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This month in Basingstoke we have the Croudace Festival 5k, a 5K run around the town centre, right past the office building I work, through a local park then back to the town centre.
I ran the very first one in 2013 with some friends from the other offices in the building where I was working at the time (funnily enough, opposite where I am now!). For various reasons I hadn’t been able to put in as much training as I should have done (the topic for another blog no doubt!). Being one of the oldest there, I was not up to the standard of some of the people half my age…and their legs were longer than mine. Anyway, excuses aside… we all started running the race together and after a while, it was obvious that I wouldn’t be able to keep up with the rest of the team, so I told them to go ahead. Someone slower than me had also told me to go ahead so I plodded on.
About halfway through the run my knee started to hurt, so I ended up alternating between running and walking. What I had thought would be a fun event was not turning out quite the way I had thought.
I must admit that I started to feel sorry for myself and even felt annoyed that the others had left me, even though I had told them to. I was also inwardly moaning to myself about how far I still had to go before the finish and how stupid I was for not doing enough training. I was focusing on the pain in my knee and how miserable I was feeling. There was a massive cloud of negativity above me and I had automatically drifted into negative thinking.
Whilst wallowing in self-pity, I suddenly had a thought…why not try some of that mindfulness malarkey I’d heard so much about? I’d never done any mindfulness before but as I had nothing else mentally pressing to do at the time I thought “why not?”
Now it was actually quite a nice spring day so I started focusing on the moment…feeling the sun on my face…the wind in my hair (well a breeze actually – I wasn’t running that fast!)…noticing my breathing…smelling the fresh air (the benefit of not running with lots of other people!)…noticing how my muscles were moving…the sound of my feet on the pavement and the birds singing in the trees. I was totally in the moment. I’d stopped feeling sorry for myself. I’d stopped thinking about how far away the end of the race was. I wasn’t worrying about all of the things that had been dragging me down before and was now noticing how far I had come and noticing all of the milestones along the way. Now I was actually enjoying a much more positive experience rather than letting it pass me by. How lucky was I that I was able to experience all of these things?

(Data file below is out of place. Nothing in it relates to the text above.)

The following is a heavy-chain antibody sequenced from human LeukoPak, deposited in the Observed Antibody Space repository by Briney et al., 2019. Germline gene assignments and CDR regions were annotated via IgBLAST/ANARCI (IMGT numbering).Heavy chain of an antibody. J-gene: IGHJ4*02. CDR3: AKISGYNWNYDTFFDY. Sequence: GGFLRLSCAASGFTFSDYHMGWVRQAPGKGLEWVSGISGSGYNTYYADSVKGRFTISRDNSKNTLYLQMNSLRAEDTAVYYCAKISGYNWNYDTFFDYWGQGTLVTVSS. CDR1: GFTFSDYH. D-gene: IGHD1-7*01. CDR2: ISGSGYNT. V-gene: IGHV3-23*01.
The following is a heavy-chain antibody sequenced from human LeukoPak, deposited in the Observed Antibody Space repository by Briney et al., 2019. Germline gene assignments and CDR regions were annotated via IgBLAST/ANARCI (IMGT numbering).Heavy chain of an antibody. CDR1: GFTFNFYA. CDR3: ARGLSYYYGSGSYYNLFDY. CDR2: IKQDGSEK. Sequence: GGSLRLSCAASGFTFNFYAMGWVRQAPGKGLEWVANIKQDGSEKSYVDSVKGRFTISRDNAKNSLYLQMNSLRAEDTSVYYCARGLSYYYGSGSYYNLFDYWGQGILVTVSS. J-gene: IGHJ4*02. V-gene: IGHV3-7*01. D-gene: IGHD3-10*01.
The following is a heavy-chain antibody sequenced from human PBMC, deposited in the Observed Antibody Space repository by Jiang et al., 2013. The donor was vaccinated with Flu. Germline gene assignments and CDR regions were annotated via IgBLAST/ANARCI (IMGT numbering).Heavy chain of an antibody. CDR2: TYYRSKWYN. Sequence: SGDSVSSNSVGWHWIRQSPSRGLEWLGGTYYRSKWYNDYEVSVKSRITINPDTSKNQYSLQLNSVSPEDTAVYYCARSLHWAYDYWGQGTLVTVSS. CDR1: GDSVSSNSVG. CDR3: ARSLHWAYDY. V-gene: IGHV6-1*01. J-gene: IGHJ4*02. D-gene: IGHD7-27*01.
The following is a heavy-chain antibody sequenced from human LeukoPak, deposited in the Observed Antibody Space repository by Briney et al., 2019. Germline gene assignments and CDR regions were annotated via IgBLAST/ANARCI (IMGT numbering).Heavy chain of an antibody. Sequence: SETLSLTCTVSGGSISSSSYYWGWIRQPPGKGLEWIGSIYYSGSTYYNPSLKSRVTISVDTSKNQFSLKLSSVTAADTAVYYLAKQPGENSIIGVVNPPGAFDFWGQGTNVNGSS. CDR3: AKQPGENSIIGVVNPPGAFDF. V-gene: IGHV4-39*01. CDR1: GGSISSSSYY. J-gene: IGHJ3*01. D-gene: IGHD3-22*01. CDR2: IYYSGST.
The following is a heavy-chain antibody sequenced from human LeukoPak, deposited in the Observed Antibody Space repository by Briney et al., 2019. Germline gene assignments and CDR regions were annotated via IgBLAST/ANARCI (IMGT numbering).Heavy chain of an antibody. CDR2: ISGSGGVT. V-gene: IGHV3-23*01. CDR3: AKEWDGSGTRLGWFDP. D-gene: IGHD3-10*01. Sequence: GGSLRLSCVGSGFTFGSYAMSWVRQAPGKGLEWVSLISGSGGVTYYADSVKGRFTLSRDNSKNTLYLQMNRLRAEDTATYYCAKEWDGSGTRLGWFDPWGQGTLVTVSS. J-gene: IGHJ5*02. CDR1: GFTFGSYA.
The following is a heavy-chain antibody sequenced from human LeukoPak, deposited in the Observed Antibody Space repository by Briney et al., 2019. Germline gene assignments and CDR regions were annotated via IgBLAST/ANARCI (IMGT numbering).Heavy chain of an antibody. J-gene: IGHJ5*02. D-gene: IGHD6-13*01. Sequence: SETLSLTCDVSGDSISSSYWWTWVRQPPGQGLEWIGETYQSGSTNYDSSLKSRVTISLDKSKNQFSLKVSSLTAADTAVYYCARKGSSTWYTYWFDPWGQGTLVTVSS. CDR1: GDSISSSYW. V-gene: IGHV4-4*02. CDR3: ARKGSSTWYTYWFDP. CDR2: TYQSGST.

So, what is my point? Well sometimes when we set goals, we are so invested in the final objective that we lose sight of all the ‘wins’ and experiences along the way, no matter how big or small, and how great things actually are at that moment. If your goal is too big and you haven’t noticed any of the small successes so far, you might just end up giving up, like I could have done on the run. If this is so, then chunk it down into smaller goals, and celebrate those wins on the journey. You make it to the gym three times that week…Hurrah! You made a better food choice…Yippee! You have been able to put your sock on without yanking your leg onto your knee…Bravo! You had a bad day but went to the gym instead of reaching for that bar of chocolate or tub of ice-cream… congratulations!
As with life itself, it is not all about the destination but more about the journey. So,if you start to feel a little bit demotivated in respect of your goals, take a moment and practice a little mindfulness and stop slipping into those automatic and unhelpful ways of thinking and responding.
Once you have done this you could even ask yourself some helpful questions. Do you feel better than when you started your journey? Where are you now? Have things improved? If things aren’t quite going how you would like, what could you do to change that? Be practical rather than critical.
With any goal, there are going to be things that trip us up on the way, but it is how we deal with them that is important. Don’t let yourself drift automatically into negative thinking. Rather than catastrophise or give up…take a moment to just appreciate how far you have come and how great that feels!
Annalise Kirk is a professional hypnotherapist based in Basingstoke, Hampshire. Annalise has been a qualified, full-time hypnotherapist since 2010 and has helped hundreds of clients achieve their goals and overcome personal issues using hypnosis, CBT and NLP techniques.Follow me on TwitterConnect on LinkedInLike me on Facebook
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